On December 17, a small conference dedicated to the above question gathered at London School of Economics. It brought together people with related interests and expertise to try and understand in what ways anti-Jewish and anti-Muslim racisms are related and in what ways the Palestine/Israel question affects and is affected by them. The conference, was organized by the University of East London’s Centre for Research on Migration, Refugees and Belonging, the Runnymede Trust, the LSE Centre for the Study of Human Rights and the Open University Centre for Research on Socio-Cultural Change. The conference programme and the recording of the conference will be available on the website of CMRB from mid January 2014.
The first panel in the conference examined the issue historically (focusing on Europe, the Global South, Palestine and the Middle East). The second examined the issues from philosophical, legal, race relations and sociological perspectives and the third focused on specific contemporary political issues such as ‘New Antisemitism’, the ‘New Right’, Salafism and ‘the Global war on Terrorism’ Inevitably, part of the discussion focused on definitions. The notions of ‘Anti-Jewish’ and ‘Anti-Muslim’ racisms was deliberately chosen over those of ‘Antisemitism’ and ‘Islamophobia’ in an attempt to emphasise that the focus of the day was on racism against people rather than an uncritical acceptance of any political, religious or cultural ideologies and practices that certain people and groupings happen to believe in. For example, whether critique of some aspects of Jewish or Islamic ideologies and practices amounts or not to racism against Jews or Muslims and to what extent critique of the state of Israel or the Palestinian leadership can be reduced to issues of anti-Jewish and anti-Muslim racisms. Continue reading →
Nora Barrows-Friedman: Talk about this boycott resolution, how big of a victory is it for the boycott, divestment and sanctions, BDS, movement, and why.
Steven Salaita: I think it’s quite important, on many levels. But mainly because the victory for the ASA resolution was very much in the public eye. And a lot of people were looking towards that association and its process to gauge what the mood around boycott and BDS, more generally, is.
I think a lot of folks on the Zionist left and right are displeased with how the result came out, because it speaks in some way to the type of momentum that the boycott is receiving as a form of nonviolent resistance, a form of nonviolent resistance that is also very difficult for them to contest with the usual remonstrations that they have.
So it was important politically, but I think also important symbolically as well. Continue reading →
On Sunday, the American Studies Association, of which I am a member, voted to support the academic boycott of Israel called for by Palestinian civil society. Included in their announcement of the vote are the statements of 13 scholars in support of the vote, among which I am included. Here is my statement:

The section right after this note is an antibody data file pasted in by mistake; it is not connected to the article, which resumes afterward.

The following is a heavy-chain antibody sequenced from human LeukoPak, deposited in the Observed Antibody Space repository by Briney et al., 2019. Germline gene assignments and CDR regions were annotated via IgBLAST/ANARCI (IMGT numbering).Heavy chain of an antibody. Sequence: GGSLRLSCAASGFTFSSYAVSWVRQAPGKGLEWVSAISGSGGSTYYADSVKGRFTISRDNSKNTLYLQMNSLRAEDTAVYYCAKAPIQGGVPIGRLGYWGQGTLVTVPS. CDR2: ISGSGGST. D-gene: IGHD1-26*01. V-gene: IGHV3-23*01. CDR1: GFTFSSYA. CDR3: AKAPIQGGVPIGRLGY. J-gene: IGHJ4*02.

I am a Jew with a daughter and three grandchildren who are citizens of Israel. I am a scholar of American Indian and Indigenous studies, who has in published word and action opposed settler colonialism wherever it exists, including of course the Palestinian West Bank, Gaza, and East Jerusalem. It is worth noting in this respect that just as the myth of American exceptionalism seeks to erase the genocide and ongoing settler colonialism of Indigenous peoples here in the United States, so the myth of Israeli exceptionalism seeks to erase Israeli colonialism in Palestine and claim original rights to Palestinian lands. It is from these personal and professional positions that I applaud the decision of the NC to support the Academic boycott of Israel, which I support, and urge ASA members to affirm that support with their votes.
I offer the personal information in this statement so that people will know that I have an immediate interest in a just outcome for the Palestinian people, which would also be a just outcome for the state of Israel. Simply put, I want my grandchildren to grow up in a democracy, not in a state that proclaims itself a democracy while denying human rights to a population under its control — a population that has the right to a sovereign state of its own on territory currently under the colonial domination of Israel. Continue reading →
by Joan W. Scott, Institute for Advanced Study, Princeton, USA
In 2006, I was one of the organizers of an aborted AAUP conference on academic boycotts. The point was to open a conversation about the utility—past and present—of such political actions, to understand what was actually involved in the choice of that strategy, to conduct a conversation in a setting above the fray (in this instance at the Rockefeller Conference Center in Bellagio, Italy), and to learn what we could from the various points of view we hoped to represent at the conference. Idealistically, we imagined the conference to be an exercise in academic freedom, the fulfillment of the best of AAUP principles. In fact, our experience was anything but the fulfillment of AAUP ideals.